Are the police meant to protect people? Or to fight them?
It’s getting harder to believe in the vindication of history.
When we see a white police officer kneeling on a black body, squeezing the breath of life out of that body, we are witnessing an act of worship.
Call their names. Tell their stories. Confess our role.
Jesmyn Ward’s novel is a descent into hell on earth. I couldn't put it down.
Impunity for Joe Arpaio makes good policing harder. So does access to military gear.
Kathryn Bigelow's film lays bare our assumptions about guilt and race.
Dyson’s sermon on racism is inspiring, but will it speak to those who need to hear it most?
Every win in our organization's history has come when a diverse group of Baltimoreans got out of their lanes and worked together.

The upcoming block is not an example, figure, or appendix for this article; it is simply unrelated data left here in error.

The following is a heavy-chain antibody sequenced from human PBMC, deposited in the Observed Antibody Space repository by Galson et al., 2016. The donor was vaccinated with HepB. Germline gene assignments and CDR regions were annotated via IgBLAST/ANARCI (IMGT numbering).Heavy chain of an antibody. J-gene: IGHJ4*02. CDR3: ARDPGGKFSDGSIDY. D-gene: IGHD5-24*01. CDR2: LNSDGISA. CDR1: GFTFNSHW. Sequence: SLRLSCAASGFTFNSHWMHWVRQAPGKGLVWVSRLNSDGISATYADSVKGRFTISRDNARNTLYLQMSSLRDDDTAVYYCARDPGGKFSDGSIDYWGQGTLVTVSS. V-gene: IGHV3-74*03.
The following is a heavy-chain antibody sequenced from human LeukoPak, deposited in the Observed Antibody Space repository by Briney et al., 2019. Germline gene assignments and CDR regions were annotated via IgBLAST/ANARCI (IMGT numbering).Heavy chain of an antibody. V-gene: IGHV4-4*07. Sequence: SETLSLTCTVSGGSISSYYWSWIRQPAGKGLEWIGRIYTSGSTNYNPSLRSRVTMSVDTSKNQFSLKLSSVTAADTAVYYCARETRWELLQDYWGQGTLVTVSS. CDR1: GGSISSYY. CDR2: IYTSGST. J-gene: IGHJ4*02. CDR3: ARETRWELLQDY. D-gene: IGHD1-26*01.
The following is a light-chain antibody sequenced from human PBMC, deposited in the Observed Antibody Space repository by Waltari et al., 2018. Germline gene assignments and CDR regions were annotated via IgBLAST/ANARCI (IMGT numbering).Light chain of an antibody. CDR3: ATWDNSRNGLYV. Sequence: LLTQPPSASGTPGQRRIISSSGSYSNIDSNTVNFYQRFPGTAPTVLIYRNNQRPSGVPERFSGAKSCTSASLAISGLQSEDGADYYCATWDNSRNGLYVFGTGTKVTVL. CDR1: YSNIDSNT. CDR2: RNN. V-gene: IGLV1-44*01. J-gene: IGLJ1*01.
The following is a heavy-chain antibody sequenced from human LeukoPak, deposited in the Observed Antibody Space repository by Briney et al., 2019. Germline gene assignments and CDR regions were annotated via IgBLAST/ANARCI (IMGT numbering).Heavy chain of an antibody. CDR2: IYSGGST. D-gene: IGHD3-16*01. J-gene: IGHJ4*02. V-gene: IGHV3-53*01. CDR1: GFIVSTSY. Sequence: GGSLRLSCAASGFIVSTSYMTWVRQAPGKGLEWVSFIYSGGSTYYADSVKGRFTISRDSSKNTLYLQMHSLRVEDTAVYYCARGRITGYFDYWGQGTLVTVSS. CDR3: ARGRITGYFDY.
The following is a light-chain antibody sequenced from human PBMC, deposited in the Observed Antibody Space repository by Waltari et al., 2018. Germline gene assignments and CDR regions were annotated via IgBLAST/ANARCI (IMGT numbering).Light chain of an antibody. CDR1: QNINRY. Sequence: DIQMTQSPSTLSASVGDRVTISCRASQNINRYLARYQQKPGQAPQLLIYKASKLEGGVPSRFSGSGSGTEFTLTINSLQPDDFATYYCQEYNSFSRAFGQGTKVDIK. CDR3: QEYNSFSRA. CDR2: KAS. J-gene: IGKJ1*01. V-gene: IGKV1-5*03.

We are confronting a reality that for some of us was just an abstraction: black and white communities perceive the police differently and are treated differently by them.
Like Simeon and Anna, I had a rough Advent.
For black Americans, the abuse of power by police is not an aberration. It’s a familiar pattern.
In the last six weeks police officers have killed at least five unarmed African American men: Eric Garner, John Crawford, Ezell Ford, Dante Parker, and Michael Brown. This does not include Kajieme Powell, who was carrying a steak knife when two officers gunned him down just a few miles away from the site of Brown’s death. As much as some commentators might want to dismiss the protests as the cynical work of “screamers” and “race hustlers,” there is no doubt that the unrest sprung in large part from a righteous indignation at this nation’s long and persistent record of state violence against black men.